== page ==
now working on this goal professionally, at The Corson Building. 4 years ago
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Thought I’d capture this tummy-warming soup i threw together tonight:
sweat some diced (large) carrots, yellow onion, parsnip, and celery in olive oil until just translucent (seasoning with sea salt, of course). Squeeze a quarter of a lemon and add a carton of low-sodium chicken broth, bringing to a full boil. Squeeze in another quarter of lemon, reduce heat to a simmer, and cover. While this broth was getting nice and tasty, I steamed up a piece of fish with a sprig of dill. Just before serving, add to the soup some frozen peas, and chopped dill. A healthy handful of spinach at the last second is nice too. Squeeze in the remaining half lemon and adjust the seasoning to taste.
Place a piece of just-barely-steamed fish in the bottom of your bowl, and let the hot broth that you ladle over it finish the cooking. Slurp away! 6 years ago
A great batch of granola just came out of the oven.
This is a recipe i’ve been formulating in my head for some time now.
Ginger, blood orange, and grey salt granola with pistachios (and mango – last minute addition).
First, I melted some butter (who’s measuring) and GOOD honey in a saucepan. While that’s getting nice and foamy, slice up some orange zest. Squeeze the blood orange juice into the melted butter and honey, and add about a 1/2 teaspoon of gray salt, stirring to dissolve. Be careful not to let the butter burn. After these ingredients have simmered together for a bit, I stirred in about a teaspoon of powdered ginger, a few drops of vanilla, and a little bit of canola oil to increase the volume of liquid. Remove from the heat and let it cool a bit before tossing in a large bowl with your rolled oats (to coat).
Spread the goodness into thin layers on greased (spray) cookie sheet pans and bake in a 350 degree oven for about 20-30 minutes, stirring about 3 times to make sure nothing burns. In the meantime you can shell your dry-roasted pistachios and chop up some dried (unsweetened) mango into nice bit size chunks.
As soon as the oatmeal is lightly golden and toasty, slide it onto an unused sheet pan on a rack to cool, immediately stirring in the nuts and dried fruit.
This not-too-sweet mix would be great mixed in with some thick greek-style yogurt. 6 years ago
It seems that warm salads (specifically grilled romaine) are showing up more frequently on restaurant menus these days. I first encountered grilled romaine cooking at an Outstanding in the Field event, and have been noticing it menus ever since.
I just enjoyed my own spin on the basic technique, by topping a bed of grilled romaine (cut into thirds, drizzle with olive oil, season with salt and pepper before placing on a hot grill, flipping once) with smoked trout, capers, and slivered hearts of palm. A killer homemade creamy, garlicky dressing made the meal.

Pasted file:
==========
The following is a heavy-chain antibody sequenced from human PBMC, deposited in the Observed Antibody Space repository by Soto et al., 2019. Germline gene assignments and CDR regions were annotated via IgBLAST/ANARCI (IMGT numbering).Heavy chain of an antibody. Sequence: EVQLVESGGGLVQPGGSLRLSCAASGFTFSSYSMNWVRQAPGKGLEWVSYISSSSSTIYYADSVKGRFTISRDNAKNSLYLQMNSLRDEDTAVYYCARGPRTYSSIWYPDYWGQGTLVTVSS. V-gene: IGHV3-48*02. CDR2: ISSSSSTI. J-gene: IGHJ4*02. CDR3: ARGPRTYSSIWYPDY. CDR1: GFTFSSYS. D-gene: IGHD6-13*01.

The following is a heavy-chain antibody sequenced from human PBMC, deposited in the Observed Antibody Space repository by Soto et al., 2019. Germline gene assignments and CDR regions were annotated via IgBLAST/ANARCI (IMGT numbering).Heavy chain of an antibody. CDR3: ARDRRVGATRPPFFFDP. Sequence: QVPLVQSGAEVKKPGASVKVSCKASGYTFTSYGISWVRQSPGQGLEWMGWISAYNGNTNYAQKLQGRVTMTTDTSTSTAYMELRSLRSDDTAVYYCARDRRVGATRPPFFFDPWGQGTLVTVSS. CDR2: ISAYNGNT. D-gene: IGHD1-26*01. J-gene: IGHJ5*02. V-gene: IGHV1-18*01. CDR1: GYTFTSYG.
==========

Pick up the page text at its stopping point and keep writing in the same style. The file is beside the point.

This homemade “caesar” dressing is easy to make, and cut through the rich, smoky fish quite nicely: two smashed garlic cloves, minced mixed with juice from one half a lemon, about a teaspoon of dijon, and salt and pepper. Slowly drizzle olive oil to emulsify (1/4 cup? But who’s measuring…) and then whisk in about 1 tablespoon (adding in thirds) of non-fat, greek style thick yogurt. 6 years ago
Initial menu thoughts:
passed: goat cheese and poached pear crostini
•shaved fennel and blood-orange cream tart “salads”
•caccio e peppe – pasta with fresh parmagiano and cracked black pepper
•pan-seared sea scallops (or sea bass) with watercress aoli
•lemon-scented kabocha squash with wild mushrooms
•warm salad of roasted red and golden beets with arugula and olives
•pine nut torte with cinnamon ice cream 6 years ago
I spent a great holiday weekend with friends and family in the Great Pacific Northwest. Dad and I made a customary trip to the market on Saturday morning, and I spent the evening preparing the following meal for a few guests they had over. All of the dishes were met with rave reviews, so I thought I’d record them here for future use:
Hors ‘devours: beechers honey walnut crackers topped with humboldt fog cheese and a sliver of roasted golden beet
First course: pan seared giant sea scallops drizzled with a roasted red pepper aoli (roasted red bell peppers, smoked paprika, cayenne, olive oil)
Second course: mache and butter lettuce salad with satsuma orange slices, shaved roasted ricotta cheese, toasted pistachios, and a pickled red onion vinegarette (simmer champagne vinegar with sugar until dissolved, and pour over minced red onion. let cool on the kitchen counter and when whisk with olive oil and season to taste to finish the dressing).